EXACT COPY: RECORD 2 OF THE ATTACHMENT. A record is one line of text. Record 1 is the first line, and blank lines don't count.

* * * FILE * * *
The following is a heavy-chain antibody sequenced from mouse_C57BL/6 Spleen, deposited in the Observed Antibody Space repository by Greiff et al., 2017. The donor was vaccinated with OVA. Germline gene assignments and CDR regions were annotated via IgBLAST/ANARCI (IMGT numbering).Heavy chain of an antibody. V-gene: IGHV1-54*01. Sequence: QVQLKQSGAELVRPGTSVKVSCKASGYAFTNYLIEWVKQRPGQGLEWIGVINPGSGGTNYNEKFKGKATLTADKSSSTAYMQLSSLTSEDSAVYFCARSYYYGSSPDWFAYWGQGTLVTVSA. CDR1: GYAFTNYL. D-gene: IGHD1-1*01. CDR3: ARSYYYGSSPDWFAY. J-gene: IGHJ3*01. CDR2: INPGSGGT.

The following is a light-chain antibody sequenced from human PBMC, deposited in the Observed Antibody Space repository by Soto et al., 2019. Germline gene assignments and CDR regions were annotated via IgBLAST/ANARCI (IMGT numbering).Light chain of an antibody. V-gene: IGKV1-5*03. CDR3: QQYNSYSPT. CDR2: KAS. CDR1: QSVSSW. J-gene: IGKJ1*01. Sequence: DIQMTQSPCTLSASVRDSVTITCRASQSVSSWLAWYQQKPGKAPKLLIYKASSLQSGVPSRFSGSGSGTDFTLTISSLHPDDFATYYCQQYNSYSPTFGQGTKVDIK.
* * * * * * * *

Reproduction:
The following is a light-chain antibody sequenced from human PBMC, deposited in the Observed Antibody Space repository by Soto et al., 2019. Germline gene assignments and CDR regions were annotated via IgBLAST/ANARCI (IMGT numbering).Light chain of an antibody. V-gene: IGKV1-5*03. CDR3: QQYNSYSPT. CDR2: KAS. CDR1: QSVSSW. J-gene: IGKJ1*01. Sequence: DIQMTQSPCTLSASVRDSVTITCRASQSVSSWLAWYQQKPGKAPKLLIYKASSLQSGVPSRFSGSGSGTDFTLTISSLHPDDFATYYCQQYNSYSPTFGQGTKVDIK.